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...And you jumped in.

What would happen when you got to the middle of the Earth? Would you gradually slow down, until you got to the middle and once you were in middle would every direction feel like it was up?

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This Stack question is closely related: physics.stackexchange.com/q/2481 - does it answer this one? –  Roy Simpson Mar 21 '11 at 11:16
@Roy: I don't think so, since the answers to that other question don't address the details of the oscillation that would occur. –  David Z Mar 21 '11 at 15:59
@David, I agree it doesnt handle oscillation, but the question is another "gravity physics at centre of the Earth" topic, so it is worth pointing that out. –  Roy Simpson Mar 21 '11 at 16:03

3 Answers 3

And you jumped in.

No, I'd refuse, You should do that Yourself. :=(

Do You want to "solve" this with or without friction by air?

Without friction, You would fall and reach maximum speed in the center of earth, going on until You reach the antipods, where You would stand still for a fraction of a second, then You would go down again. Very boring indeed and You should take some sandwiches and some drink with You.

With friction You wold accelerate up to a speed around 300 km/h, then fall down with this constant speed, slowing down when approaching the center, and go on some distance, fall down to center again and do that oscillation until all Your potential/kinetic energy is consumed by friction.

Because about a dozen of such holes were drilled here in physics.SE alone, You might find some company at the center of earth.

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smile :). It was one of the first problems I had to solve in mechanics back when. –  anna v Mar 21 '11 at 12:27
Unless the hole goes pole-to-pole, you'll have to worry about effects of Earth's rotation as well as friction. Coriolis forces will press you against one side of the tube most of the time. As long as you're ignoring that friction as well as air resistance, the results are qualitatively the same. –  Ted Bunn Mar 21 '11 at 14:15
One other fun exercise for those who haven't done it: Suppose that instead of going through the center of the Earth, the hole goes from one point to a non-antipodal point along a straight line (i.e., a chord of a circle rather than a diameter). Show that the time to fall from one end to the other is independent of the points chosen. (Ignore Earth's rotation and assume frictionless sliding.) –  Ted Bunn Mar 21 '11 at 14:17
The last sentence just made me laugh.. –  Sachin Shekhar Mar 15 at 15:23

I seem to remember Dr Karl on the Triple J radio station (Karl Kruszelnicki) explaining this one. In a zero friction environment, you would oscillate back and forth. It would take about 40 minutes to travel from one side of the earth to the other. An interesting side note was that if you were to dig the hole from any point in the Earth to any other point, it would still take the same amount of time to travel from one side to the other.

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Read the comments from Ted Bunn "below". –  Georg Mar 21 '11 at 18:58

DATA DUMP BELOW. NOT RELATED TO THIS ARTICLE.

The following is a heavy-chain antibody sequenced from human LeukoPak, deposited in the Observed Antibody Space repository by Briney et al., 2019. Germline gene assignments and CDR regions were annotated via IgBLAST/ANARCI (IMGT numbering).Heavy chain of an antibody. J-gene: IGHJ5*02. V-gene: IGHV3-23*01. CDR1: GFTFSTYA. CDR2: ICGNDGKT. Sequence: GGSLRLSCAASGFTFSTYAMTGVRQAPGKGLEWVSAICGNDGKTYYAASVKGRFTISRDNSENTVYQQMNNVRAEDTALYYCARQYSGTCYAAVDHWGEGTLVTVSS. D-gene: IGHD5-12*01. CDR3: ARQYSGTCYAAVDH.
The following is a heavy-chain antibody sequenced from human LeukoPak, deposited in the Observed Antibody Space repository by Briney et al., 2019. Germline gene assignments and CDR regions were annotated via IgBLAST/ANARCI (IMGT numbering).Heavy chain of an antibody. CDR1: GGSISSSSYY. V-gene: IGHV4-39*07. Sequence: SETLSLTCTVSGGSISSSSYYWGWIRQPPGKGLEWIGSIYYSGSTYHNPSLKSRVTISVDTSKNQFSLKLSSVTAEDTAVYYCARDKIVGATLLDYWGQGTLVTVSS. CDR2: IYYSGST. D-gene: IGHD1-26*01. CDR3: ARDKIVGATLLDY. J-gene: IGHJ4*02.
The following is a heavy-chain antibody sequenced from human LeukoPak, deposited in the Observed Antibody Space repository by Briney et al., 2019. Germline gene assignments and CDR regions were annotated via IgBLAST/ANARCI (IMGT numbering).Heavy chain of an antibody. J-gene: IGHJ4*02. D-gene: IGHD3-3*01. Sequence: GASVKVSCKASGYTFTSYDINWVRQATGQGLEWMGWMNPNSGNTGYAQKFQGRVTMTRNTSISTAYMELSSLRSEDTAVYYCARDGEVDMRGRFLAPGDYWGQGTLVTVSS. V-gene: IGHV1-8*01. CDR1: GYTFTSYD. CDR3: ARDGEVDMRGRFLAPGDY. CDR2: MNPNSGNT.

Let the radius of the earth be $R$. By Newton's shell theorem, after travelling a distance $r$, You will feel the gravitational pull only of the part of the earth which has radius of $R-r$. Assuming the earth has a constant (same throughout time), uniform (same throughtout space) density,

$$\vec g(r)=-G\frac{4\pi\rho\left(R-r\right)^3}{\left(R-r\right)^2}\hat{e}=-4\pi G\rho\left(R-r\right)\hat{e}$$

$$\frac{\mbox{d}^2x}{\mbox{d}t^2}=-4\pi \rho G\left(R-x\right)$$

Yay! A differential equation which resembles the simple harmonic motion differential equation! Just to make it clear, make the change of variables: $$s=R-x$$ let the constants $$k=4\pi\rho G$$

So that, then, $$\frac{\mbox{d}^2s}{\mbox{d}t^2}=ks$$ $$s^{(2)}-ks^{(0)}=0$$

The characteristic equation is: $$y^2-k=0$$ $$y=\pm\sqrt k$$

So, the solution is, in general,

$$s=Ae^{\sqrt kt}+Be^{-\sqrt k t}$$

Now, apply the initial conditions, which I will leave to you to do. I suggest that you do that during the long and boring journey through the Earth.


The below (which I had wrote before) is actually false, as pointed out by Bernhard in the comments:

P.S. Air resistance will be very low at the Earth's centre so you don't need a very long rope (around 50 km would be fine) to get out of the Earth once you are very near to the other side. Oh, but you need a little oxygen cylinder with you. Unless you are one of those sea mammals which can hold their breath for a long time (Let's hope that when you are substituting the initial conditions while falling, you don't start panicking because the ride will take even longer than you can hold your breath for, or because you forgot to bring a pencil and a paper to do the calculations). 
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I don't agree with your statement about air resistance. If a human gets dragged in, why would air not? Is this $50km$ based on facts? –  Bernhard Jun 17 '13 at 12:05
@Bernhard: Good point that I forgot (I only thought abut the fact that the gravity at the centre is 0.) Edited it away... –  Dimensio1n0 Jun 17 '13 at 12:16

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